Dorchester County, located on Maryland's Eastern Shore, extends from the Chesapeake Bay to the Mason-Dixon line and Delaware, bounded on the southeast by Wicomico County and the Nanticoke River and the north by the Choptank River and Caroline County. The exact date and legal origin of the county are unknown, but it was in existence by February 16, 1668/69, when a writ was issued to the county sheriff by the Lord Proprietary. The county was created from portions of Somerset and Talbot counties and named in honor of the Earl of Dorset, a family friend of the Calverts.
The county's tidewater country is popular with hunters and fishermen. Much of the land is fresh- or salt-water marsh, where muskrats and other game of all kinds flourish. Waterfront communities such as those on the Little Choptank and Honga Rivers depend on crabs and oysters and the packing, canning, and freezing of seafood. Cambridge, seat of Dorchester County since 1686, is one of the earliest settlements in Maryland, but much of its pre Civil War appearance has disappeared. Oystering became a major activity after the Civil War and in 1900, Cambridge was second only to Baltimore in the oyster trade. Shellfish processing is still a major industry in Cambridge and several trucking companies move the processed seafood to Eastern markets.
Dorchester County is home for the Blackwater Wildlife Refuge, a 11,200 acre sanctuary for migratory waterfowl. The refuge, established by the federal government in 1933, raises Canadian geese, mallards, blue winged teal, and black ducks and is a migratory place for other varieties of waterfowl. Blackwater is also refuge for two endangered species, the bald eagle and the Delmarva Peninsula fox squirrel.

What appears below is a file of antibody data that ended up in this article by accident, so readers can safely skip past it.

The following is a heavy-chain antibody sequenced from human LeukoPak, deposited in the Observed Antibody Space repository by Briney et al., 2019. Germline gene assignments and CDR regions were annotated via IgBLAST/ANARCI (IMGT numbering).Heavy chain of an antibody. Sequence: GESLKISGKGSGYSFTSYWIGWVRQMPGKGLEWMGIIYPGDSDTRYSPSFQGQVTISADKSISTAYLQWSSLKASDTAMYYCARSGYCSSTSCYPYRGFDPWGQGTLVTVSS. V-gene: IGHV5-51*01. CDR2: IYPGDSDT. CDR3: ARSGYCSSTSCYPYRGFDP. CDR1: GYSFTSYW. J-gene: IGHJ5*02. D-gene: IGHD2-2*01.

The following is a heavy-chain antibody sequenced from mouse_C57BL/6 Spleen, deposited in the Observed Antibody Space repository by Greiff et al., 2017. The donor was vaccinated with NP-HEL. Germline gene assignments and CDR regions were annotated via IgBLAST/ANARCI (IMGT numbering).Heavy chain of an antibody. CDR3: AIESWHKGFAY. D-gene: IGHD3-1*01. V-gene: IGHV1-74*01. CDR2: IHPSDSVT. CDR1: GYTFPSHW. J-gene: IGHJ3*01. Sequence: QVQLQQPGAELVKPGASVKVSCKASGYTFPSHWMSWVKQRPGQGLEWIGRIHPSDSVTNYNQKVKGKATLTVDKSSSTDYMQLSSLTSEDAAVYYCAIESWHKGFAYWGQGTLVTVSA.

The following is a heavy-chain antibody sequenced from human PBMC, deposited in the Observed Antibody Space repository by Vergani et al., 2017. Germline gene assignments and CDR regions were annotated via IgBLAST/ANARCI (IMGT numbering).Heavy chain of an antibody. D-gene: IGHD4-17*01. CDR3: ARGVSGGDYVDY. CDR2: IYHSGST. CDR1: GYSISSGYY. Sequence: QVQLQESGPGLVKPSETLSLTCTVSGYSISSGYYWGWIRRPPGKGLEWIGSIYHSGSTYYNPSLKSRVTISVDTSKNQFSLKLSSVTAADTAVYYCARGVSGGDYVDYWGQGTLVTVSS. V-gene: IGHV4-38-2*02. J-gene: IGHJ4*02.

Waterfowl find the Chesapeake Bay region a favorite winter resort. In Dorchester, where this cabin was located, an eight thousand acre resort was established as the Blackwater Migratory Bird Refuge in 1931 by the federal government.
Cambridge is the Eastern Shore's second largest city in both size and commercial activity. This view of the city was made in 1935
A wide creek divides the Dorchester County seat into East and West Cambridge. When a long freeze settled in on Cambridge Creek c. 1910, skaters came out in droves to enjoy the situation. Each evening the Rescue Fire Company hosed down the creek to make the surface smooth.
Oysters are in season from September to April, all the months that contain the letter r. During the cruel months of December, January, and February waters are often frozen over. These water men braved the weather and cut through the ice to obtain their prey.
The oyster fleet was docked in Cambridge Creek c. 1890 when this unusual view was made. It is rare to see the work boats moored with their sails hoisted.